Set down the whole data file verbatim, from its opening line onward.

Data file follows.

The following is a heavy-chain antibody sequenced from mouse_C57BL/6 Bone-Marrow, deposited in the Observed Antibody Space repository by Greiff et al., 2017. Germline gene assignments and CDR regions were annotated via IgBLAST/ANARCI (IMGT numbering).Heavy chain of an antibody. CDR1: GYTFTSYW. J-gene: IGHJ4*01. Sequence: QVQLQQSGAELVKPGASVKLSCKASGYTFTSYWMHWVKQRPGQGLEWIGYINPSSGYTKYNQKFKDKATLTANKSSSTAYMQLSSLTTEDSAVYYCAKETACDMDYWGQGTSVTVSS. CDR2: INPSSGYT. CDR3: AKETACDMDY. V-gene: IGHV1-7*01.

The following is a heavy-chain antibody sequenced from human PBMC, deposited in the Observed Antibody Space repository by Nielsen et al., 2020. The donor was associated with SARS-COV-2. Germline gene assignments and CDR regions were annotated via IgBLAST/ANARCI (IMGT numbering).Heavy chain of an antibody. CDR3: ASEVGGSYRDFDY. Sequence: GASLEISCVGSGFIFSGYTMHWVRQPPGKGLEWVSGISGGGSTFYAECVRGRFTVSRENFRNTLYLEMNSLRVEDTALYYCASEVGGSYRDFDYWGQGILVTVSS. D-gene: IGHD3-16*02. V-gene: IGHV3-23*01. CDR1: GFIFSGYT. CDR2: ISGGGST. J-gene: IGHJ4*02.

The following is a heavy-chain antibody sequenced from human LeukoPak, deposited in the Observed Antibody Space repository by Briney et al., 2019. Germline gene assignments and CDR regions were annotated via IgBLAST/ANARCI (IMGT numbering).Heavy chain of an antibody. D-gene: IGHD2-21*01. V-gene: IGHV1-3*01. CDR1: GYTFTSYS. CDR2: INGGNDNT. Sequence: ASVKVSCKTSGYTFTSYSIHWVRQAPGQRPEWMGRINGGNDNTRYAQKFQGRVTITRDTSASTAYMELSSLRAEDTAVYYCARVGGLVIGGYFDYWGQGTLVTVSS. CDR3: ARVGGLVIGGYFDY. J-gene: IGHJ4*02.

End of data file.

The following is a heavy-chain antibody sequenced from mouse_C57BL/6 Bone-Marrow, deposited in the Observed Antibody Space repository by Greiff et al., 2017. Germline gene assignments and CDR regions were annotated via IgBLAST/ANARCI (IMGT numbering).Heavy chain of an antibody. CDR1: GYTFTSYW. J-gene: IGHJ4*01. Sequence: QVQLQQSGAELVKPGASVKLSCKASGYTFTSYWMHWVKQRPGQGLEWIGYINPSSGYTKYNQKFKDKATLTANKSSSTAYMQLSSLTTEDSAVYYCAKETACDMDYWGQGTSVTVSS. CDR2: INPSSGYT. CDR3: AKETACDMDY. V-gene: IGHV1-7*01.

The following is a heavy-chain antibody sequenced from human PBMC, deposited in the Observed Antibody Space repository by Nielsen et al., 2020. The donor was associated with SARS-COV-2. Germline gene assignments and CDR regions were annotated via IgBLAST/ANARCI (IMGT numbering).Heavy chain of an antibody. CDR3: ASEVGGSYRDFDY. Sequence: GASLEISCVGSGFIFSGYTMHWVRQPPGKGLEWVSGISGGGSTFYAECVRGRFTVSRENFRNTLYLEMNSLRVEDTALYYCASEVGGSYRDFDYWGQGILVTVSS. D-gene: IGHD3-16*02. V-gene: IGHV3-23*01. CDR1: GFIFSGYT. CDR2: ISGGGST. J-gene: IGHJ4*02.

The following is a heavy-chain antibody sequenced from human LeukoPak, deposited in the Observed Antibody Space repository by Briney et al., 2019. Germline gene assignments and CDR regions were annotated via IgBLAST/ANARCI (IMGT numbering).Heavy chain of an antibody. D-gene: IGHD2-21*01. V-gene: IGHV1-3*01. CDR1: GYTFTSYS. CDR2: INGGNDNT. Sequence: ASVKVSCKTSGYTFTSYSIHWVRQAPGQRPEWMGRINGGNDNTRYAQKFQGRVTITRDTSASTAYMELSSLRAEDTAVYYCARVGGLVIGGYFDYWGQGTLVTVSS. CDR3: ARVGGLVIGGYFDY. J-gene: IGHJ4*02.